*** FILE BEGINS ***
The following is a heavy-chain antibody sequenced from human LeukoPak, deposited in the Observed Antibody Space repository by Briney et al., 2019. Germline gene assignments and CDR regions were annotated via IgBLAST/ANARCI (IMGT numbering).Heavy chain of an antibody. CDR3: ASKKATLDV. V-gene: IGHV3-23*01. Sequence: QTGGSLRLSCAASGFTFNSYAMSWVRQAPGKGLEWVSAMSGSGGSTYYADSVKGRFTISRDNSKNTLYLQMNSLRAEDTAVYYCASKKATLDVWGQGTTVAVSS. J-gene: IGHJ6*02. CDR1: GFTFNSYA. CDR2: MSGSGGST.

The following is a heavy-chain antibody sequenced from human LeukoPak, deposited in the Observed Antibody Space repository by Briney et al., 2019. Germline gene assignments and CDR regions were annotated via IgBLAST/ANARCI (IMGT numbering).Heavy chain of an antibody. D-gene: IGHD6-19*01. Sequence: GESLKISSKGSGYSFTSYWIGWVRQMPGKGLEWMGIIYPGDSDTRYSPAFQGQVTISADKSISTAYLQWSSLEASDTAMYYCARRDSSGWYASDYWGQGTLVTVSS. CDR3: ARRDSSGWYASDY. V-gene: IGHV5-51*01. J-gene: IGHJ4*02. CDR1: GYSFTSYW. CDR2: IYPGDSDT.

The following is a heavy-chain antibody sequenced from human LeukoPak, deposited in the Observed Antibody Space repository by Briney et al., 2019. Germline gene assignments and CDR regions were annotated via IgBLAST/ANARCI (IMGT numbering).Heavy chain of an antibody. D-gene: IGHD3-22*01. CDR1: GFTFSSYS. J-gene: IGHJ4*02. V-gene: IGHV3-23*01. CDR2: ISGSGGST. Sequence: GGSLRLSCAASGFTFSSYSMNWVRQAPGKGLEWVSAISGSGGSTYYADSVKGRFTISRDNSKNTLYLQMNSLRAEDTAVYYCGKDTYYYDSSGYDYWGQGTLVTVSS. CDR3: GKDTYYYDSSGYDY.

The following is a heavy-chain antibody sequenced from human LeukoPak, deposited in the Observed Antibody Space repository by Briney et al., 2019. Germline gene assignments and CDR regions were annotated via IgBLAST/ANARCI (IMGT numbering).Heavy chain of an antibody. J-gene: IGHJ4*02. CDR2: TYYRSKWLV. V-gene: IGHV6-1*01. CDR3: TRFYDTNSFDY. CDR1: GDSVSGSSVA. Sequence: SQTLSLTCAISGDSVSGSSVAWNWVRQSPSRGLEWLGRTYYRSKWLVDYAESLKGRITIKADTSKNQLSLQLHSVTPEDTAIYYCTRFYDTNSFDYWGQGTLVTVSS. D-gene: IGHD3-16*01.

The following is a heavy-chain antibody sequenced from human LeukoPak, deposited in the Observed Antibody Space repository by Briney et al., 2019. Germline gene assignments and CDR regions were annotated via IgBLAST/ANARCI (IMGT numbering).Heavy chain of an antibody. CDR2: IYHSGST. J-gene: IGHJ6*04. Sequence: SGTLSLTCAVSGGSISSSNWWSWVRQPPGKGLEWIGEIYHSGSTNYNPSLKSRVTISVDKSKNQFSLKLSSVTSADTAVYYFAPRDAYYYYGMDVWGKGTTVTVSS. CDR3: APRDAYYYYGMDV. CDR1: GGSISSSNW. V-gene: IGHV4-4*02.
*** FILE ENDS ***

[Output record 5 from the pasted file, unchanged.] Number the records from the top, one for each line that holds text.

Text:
The following is a heavy-chain antibody sequenced from human LeukoPak, deposited in the Observed Antibody Space repository by Briney et al., 2019. Germline gene assignments and CDR regions were annotated via IgBLAST/ANARCI (IMGT numbering).Heavy chain of an antibody. CDR2: IYHSGST. J-gene: IGHJ6*04. Sequence: SGTLSLTCAVSGGSISSSNWWSWVRQPPGKGLEWIGEIYHSGSTNYNPSLKSRVTISVDKSKNQFSLKLSSVTSADTAVYYFAPRDAYYYYGMDVWGKGTTVTVSS. CDR3: APRDAYYYYGMDV. CDR1: GGSISSSNW. V-gene: IGHV4-4*02.